Review by Mark Schwab
Good, mind-bending science fiction movies are getting harder and harder to come by these days which is why Coherence felt like cool water to a thirsty movie goer. Director James Ward Byrkit combines a lot of styles and genres here but somehow (except for a slight misstep at the end) it all works very effectively.
Like all good sci fi, this is one of those "the less you know, the better" types so I'll be careful where I step here.
The movie takes place almost entirely in one house during a dinner party where a mysterious comet is passing close to the earth. The dinner party is the usual assortment of hip Silicon Valley 30-somethings, where good wine is poured along with the organic kale salad. They sit down to eat, the comet is brought up for conversation, more wine is poured, and yet something is just....off.....about the whole proceedings. One guest tells an inappropriate story about an ex-girlfriend, another just insists to one guest that they once taught "Spanish Yoga" while that same guest has no memory of it. It starts to get downright David Lynchy uncomfortable, and tension builds quickly after the electricity suddenly shuts off in the entire neighborhood.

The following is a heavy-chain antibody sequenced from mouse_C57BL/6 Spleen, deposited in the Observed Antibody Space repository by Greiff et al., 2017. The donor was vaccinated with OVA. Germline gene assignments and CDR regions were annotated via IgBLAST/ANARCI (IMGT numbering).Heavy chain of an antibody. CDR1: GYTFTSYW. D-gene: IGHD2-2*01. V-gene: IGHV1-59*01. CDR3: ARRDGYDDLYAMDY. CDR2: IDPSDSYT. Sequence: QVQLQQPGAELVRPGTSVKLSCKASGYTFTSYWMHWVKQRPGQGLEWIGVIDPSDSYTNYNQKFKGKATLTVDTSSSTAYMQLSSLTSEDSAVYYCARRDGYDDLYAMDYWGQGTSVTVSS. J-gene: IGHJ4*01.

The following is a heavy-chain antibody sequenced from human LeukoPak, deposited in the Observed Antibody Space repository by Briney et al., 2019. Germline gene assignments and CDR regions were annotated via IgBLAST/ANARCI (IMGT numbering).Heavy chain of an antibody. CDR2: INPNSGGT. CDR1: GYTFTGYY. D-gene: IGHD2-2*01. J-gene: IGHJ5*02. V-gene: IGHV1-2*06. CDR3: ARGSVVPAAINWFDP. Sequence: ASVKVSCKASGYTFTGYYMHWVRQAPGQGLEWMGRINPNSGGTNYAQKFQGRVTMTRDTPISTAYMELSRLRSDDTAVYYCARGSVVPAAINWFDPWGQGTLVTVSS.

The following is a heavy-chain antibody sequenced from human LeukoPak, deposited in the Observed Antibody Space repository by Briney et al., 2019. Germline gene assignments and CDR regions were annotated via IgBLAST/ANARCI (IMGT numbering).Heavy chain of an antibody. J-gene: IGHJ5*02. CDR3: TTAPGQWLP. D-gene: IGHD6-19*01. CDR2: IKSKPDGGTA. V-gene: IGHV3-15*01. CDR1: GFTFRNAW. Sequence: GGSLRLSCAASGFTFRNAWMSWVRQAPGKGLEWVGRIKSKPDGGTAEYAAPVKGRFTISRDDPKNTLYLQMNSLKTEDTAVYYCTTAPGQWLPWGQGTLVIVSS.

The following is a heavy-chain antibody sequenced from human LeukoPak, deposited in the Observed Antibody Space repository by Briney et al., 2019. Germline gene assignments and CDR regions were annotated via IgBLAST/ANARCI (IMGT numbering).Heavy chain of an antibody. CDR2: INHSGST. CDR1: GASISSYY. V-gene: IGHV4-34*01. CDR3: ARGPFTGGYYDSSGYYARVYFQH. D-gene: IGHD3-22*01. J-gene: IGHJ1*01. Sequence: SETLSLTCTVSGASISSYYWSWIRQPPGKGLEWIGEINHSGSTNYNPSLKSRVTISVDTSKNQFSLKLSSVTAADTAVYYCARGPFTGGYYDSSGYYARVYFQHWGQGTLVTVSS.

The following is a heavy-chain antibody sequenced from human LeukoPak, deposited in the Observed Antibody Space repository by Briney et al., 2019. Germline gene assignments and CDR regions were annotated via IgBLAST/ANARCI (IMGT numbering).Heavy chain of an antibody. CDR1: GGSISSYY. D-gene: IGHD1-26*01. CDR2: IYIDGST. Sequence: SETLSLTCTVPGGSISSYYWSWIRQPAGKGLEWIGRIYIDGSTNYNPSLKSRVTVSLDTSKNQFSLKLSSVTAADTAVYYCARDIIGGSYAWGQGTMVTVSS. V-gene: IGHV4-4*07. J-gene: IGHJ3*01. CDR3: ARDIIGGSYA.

Once that happens, Coherence really is off to the races by bringing in theoretical physics, scary horror-film style shakey camerawork, creepy dopplegangers and weird off-kilter clues and props as to what is happening to them. The actors (all strong and capable here) think through this mystery in a believable way and watching them try to unravel it all is fun to watch. It's like Luis Bunuel decided to make a sci-fi thriller and I must admit to being on the edge of my seat for most of the 88-minute running time, wondering how in the heck all this is going to be resolved.
Surprisingly it does get resolved quite nicely at around the 80-minute mark. However, there is that additional 8 or so final minutes which for me somewhat diluted the effect. It isn't so much a bad ending that ruins it, just an unneeded one that lets the air out of it a bit. If Byrkit had a bit more courage, I think it would have been stronger without his little epilogue.
But it's still minor to an otherwise very strong low-budget film. It shows what can be done with basically one set and no wide shots (this is almost entirely shot in medium close ups and close ups) if you are clever enough.